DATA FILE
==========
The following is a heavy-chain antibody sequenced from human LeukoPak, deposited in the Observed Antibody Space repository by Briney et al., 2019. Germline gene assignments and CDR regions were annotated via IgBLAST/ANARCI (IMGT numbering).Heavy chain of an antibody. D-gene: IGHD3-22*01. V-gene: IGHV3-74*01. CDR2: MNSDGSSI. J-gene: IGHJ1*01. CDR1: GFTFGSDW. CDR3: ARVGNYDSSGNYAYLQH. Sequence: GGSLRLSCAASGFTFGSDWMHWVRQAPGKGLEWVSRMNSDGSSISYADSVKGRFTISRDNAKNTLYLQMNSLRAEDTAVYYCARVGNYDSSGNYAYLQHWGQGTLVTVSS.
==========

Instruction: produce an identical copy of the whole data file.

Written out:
The following is a heavy-chain antibody sequenced from human LeukoPak, deposited in the Observed Antibody Space repository by Briney et al., 2019. Germline gene assignments and CDR regions were annotated via IgBLAST/ANARCI (IMGT numbering).Heavy chain of an antibody. D-gene: IGHD3-22*01. V-gene: IGHV3-74*01. CDR2: MNSDGSSI. J-gene: IGHJ1*01. CDR1: GFTFGSDW. CDR3: ARVGNYDSSGNYAYLQH. Sequence: GGSLRLSCAASGFTFGSDWMHWVRQAPGKGLEWVSRMNSDGSSISYADSVKGRFTISRDNAKNTLYLQMNSLRAEDTAVYYCARVGNYDSSGNYAYLQHWGQGTLVTVSS.